18 August, 2005

Time to move?

At some point in the past I became a free-speech absolutist. I think this stems somehow from my attitude towards interpersonal relationships and the observations I've made there. When you don't talk about things, even if it means suppressing the bitter, hateful words you want to say, issues don't get resolved. Bad feelings don't go away, they curdle into resentment and anger. Speaking, on the other hand, is like surgery: momentarily painful, but ultimately vital for resolving misunderstandings or making clear irreconcilable differences. But even the latter is better, in the end; if there's an uncomfortable knot digging into your side, why pretend it isn't there?

So I've never been a fan of "hate speech" rules. I don't see any value in criminalizing speech, especially when that comes so dangerously close to political speech. Observe the ADL and its casual use of the label "anti-Semitic" to describe a broad range of anti-Israeli rhetoric. There's a slippery slope here.

And in general I don't think this country has done well by burying its hate. We maintain our prejudices, but we've sewn our lips together so that any hint of it can't sneak out. Prejudice doesn't wax because master rhetoricians are cajoling us with their serpent's tongues; it's because there are spaces for it to grow into and fear for it to feed on. We gain nothing by forcing those spaces to be empty; they must be filled with speech (other kinds of speech) in order to destroy the loam in which prejudice grows. Making speech more difficult, making people leery of saying the wrong thing, is absolutely the wrong way to encourage and allow that speech.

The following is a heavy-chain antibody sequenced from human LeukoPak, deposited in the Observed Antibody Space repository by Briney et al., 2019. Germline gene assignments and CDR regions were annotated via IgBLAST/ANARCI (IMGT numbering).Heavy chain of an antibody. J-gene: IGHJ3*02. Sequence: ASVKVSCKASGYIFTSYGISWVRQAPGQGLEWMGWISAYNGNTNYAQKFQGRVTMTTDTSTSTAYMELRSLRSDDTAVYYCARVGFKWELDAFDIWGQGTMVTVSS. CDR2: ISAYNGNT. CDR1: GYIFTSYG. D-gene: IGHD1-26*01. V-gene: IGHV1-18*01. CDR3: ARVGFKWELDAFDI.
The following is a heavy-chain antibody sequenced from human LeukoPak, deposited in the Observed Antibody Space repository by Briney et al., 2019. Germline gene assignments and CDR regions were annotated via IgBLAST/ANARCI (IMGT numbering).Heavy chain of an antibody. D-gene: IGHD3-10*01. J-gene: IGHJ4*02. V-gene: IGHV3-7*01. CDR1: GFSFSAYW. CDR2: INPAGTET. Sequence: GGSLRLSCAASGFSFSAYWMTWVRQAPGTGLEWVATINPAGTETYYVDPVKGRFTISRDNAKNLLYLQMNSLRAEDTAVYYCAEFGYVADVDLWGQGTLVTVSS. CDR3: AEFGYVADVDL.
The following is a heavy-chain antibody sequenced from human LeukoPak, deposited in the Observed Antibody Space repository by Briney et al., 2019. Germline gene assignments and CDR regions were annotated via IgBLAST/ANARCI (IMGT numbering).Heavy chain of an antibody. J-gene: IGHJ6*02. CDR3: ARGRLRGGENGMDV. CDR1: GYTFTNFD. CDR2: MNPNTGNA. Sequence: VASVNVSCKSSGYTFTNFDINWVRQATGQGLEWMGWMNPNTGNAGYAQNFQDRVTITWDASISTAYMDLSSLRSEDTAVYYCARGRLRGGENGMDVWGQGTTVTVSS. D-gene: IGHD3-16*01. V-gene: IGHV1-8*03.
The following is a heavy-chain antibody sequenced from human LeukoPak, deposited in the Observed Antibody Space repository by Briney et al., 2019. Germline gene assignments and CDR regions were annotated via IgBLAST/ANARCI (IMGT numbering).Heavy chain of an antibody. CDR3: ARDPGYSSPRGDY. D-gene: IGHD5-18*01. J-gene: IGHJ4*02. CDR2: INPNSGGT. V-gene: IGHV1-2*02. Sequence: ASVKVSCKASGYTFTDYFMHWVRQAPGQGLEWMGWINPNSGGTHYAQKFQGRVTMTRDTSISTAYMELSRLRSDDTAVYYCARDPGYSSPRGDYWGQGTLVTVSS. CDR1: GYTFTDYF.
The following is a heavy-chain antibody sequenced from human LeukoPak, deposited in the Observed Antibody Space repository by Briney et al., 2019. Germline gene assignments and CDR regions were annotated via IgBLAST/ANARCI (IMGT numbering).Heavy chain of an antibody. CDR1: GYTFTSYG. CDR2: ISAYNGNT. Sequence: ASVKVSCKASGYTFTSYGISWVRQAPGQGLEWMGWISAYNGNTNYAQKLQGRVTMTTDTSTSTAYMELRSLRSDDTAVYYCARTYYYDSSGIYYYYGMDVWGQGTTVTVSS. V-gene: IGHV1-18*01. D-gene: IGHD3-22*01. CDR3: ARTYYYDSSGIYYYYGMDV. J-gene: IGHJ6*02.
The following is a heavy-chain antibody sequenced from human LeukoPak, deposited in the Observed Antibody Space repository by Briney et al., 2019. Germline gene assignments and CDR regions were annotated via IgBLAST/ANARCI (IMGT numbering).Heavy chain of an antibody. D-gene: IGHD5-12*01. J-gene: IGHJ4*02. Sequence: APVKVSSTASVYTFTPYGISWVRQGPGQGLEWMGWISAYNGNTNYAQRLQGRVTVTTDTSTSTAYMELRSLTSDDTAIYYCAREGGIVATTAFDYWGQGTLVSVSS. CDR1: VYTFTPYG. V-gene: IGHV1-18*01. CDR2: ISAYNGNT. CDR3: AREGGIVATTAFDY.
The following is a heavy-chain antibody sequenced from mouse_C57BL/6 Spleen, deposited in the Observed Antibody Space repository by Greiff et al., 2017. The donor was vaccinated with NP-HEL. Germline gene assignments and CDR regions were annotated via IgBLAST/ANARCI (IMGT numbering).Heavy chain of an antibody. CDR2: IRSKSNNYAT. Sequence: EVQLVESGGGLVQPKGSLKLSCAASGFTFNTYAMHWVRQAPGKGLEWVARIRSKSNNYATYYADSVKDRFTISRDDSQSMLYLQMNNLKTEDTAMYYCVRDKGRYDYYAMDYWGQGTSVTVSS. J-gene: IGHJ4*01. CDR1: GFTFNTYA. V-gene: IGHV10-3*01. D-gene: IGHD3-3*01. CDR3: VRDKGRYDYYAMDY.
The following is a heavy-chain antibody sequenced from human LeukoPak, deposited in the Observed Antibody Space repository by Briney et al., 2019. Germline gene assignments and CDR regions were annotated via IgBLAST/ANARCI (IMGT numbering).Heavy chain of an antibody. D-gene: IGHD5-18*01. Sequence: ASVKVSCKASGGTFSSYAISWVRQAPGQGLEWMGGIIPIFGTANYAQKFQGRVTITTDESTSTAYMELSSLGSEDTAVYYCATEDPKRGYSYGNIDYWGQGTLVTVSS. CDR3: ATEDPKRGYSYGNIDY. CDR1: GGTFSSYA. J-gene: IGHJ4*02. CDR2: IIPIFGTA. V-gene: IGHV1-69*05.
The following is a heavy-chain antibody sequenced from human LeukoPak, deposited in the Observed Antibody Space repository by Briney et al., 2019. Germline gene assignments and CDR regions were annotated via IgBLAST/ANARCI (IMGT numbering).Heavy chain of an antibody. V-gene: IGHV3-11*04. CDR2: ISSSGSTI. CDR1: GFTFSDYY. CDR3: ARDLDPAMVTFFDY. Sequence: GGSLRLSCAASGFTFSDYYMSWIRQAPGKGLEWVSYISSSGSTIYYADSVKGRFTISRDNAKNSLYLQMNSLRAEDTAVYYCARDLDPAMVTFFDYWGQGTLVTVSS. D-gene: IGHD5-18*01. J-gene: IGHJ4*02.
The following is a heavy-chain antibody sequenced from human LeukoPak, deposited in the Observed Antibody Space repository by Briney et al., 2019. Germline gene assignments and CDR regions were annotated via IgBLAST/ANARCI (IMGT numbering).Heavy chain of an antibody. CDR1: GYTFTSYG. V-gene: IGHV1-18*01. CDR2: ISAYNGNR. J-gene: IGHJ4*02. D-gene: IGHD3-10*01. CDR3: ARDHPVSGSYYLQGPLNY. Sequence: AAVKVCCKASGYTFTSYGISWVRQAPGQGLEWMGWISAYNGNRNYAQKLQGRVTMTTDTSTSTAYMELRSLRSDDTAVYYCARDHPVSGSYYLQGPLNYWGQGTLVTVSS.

Why I'm ranting about this: you'll note up top that the Blogger toolbar contains a "Flag" icon. This is, according to Google, to report "hate speech". Flight might be a good response to this policy.

Mostly, though, I'm annoyed that their awful coding is spoiling my layout.


I enjoyed their take on the Wisdom of Crowds. Hundreds or even thousands of politically correct snitches are bound to set a good standard for public discourse. 

Posted by Harry

It works pretty well on Craigslist, but that place might have more of a sense of community ownership. And posts are gone in a week, as opposed to blogs. 

Posted by hedgehog

I really don't have any problem with them making an anti-spam-blog marker flag. But they've made this explicitly political. 

Posted by saurabh

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